C++ 17 – Optional Template Class

You have a function that takes a vector of elements as an argument. The function needs to find the first negative number in the vector. There are two return values possible. If it is found, the negative number needs to be returned. When not found, it should return NULL.

Is there a way to have a return value for the function that can hold both these values? Further, is there a way for the client code that uses this function to check if the return value was meaningful or not?

The most standard way for this is to use the std::optional template class introduced in C++ 17.

The function prototype would look as below. The function can return an integer or std::nullopt.

// Other headers
#include <optional>

std::optional<int> find_first_negative_number( // Pass vector as argument here ) {
        // code to find negative number

        if found return the negative number
        else return return std::nullopt;

Client code can check the result as below.

auto result = find_first_negative_number( // Pass the vector );
if(result) { // Print the number }
else { // Print that no negative numbers found }

The complete program using this concept is as below. Also, see in the comments about different functionalities provided that be used on the std::optional value for post-processing on the result. The program is available for download at https://github.com/codeversionmaster/cplusplus/blob/cplusplus17/std_optional.cpp.

$ cat std_optional.cpp 
#include <iostream>
#include <optional>
#include <vector>
using namespace std;

optional<int> first_negative(const vector<int>& numbers) {
    for (const auto& num : numbers) {
        if (num < 0) {
            return num;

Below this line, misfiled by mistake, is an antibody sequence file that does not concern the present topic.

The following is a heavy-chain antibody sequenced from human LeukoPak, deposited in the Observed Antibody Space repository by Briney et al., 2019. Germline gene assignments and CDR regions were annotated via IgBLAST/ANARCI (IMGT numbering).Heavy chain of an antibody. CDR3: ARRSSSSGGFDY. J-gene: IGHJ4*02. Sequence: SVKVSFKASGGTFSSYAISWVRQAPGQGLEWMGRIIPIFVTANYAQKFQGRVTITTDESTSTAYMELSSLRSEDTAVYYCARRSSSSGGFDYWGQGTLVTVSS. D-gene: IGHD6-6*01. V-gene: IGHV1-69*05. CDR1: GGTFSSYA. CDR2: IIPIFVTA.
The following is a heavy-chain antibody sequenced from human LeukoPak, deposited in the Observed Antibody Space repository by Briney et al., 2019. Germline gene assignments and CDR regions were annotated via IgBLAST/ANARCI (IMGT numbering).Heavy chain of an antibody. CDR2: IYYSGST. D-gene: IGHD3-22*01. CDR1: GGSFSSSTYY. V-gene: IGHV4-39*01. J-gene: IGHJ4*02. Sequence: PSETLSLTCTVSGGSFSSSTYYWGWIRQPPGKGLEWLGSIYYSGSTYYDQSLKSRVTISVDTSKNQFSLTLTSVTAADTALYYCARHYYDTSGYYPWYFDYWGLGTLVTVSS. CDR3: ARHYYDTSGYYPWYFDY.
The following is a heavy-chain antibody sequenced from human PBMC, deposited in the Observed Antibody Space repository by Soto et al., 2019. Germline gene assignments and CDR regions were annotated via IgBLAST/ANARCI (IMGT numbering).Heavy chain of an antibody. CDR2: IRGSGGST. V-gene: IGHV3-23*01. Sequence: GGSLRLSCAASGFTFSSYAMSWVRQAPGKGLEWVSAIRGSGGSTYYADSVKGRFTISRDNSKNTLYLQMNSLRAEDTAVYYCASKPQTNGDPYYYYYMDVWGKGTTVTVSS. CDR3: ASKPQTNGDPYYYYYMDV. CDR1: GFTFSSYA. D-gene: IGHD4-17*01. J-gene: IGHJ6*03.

// If no negative number found, return nullopt
    return nullopt;

int main() {
    vector<int> numbers{-1, 2, 3, -4, 5};

    auto result = first_negative(numbers);

    // 1. Use operator* and operator-> to print value in the optional.
    cout << "Using operator*: " << *result << endl;

    // 2. Use operator bool() to check if result has meaningfule value
    if (result) {
        cout << "Optional contains a value." << endl;
    } else {
        cout << "Optional is empty." << endl;

    // 3. has_value(): Check if the optional contains a value.
    if (result.has_value()) {
        cout << "Optional has a value using has_value(): " << *result << endl;
    } else {
        cout << "Optional is empty using has_value()." << endl;

    // 4. value(): Access the value stored in the optional or throw an exception.
    try {
        cout << "Value using value(): " << result.value() << endl;
    } catch (const bad_optional_access& e) {
        cout << "Exception caught: " << e.what() << endl;

    // 5. value_or(T): Access the value stored in the optional, or return the provided default value.
    cout << "Value using value_or(): " << result.value_or(0) << endl;

    return 0;

You can compile and run the program as below.

$ g++ -std=c++17 std_optional.cpp -o std_optional
$ ./std_optional 
Using operator*: -1
Optional contains a value.
Optional has a value using has_value(): -1
Value using value(): -1
Value using value_or(): -1

You can also try compiling with C++ 14 and see that this feature is not supported before C++ 17.

$ g++ -std=c++14 std_optional.cpp -o std_optional
std_optional.cpp:6:1: error: ‘optional’ does not name a type
    6 | optional<int> first_negative(const vector<int>& numbers) {
      | ^~~~~~~~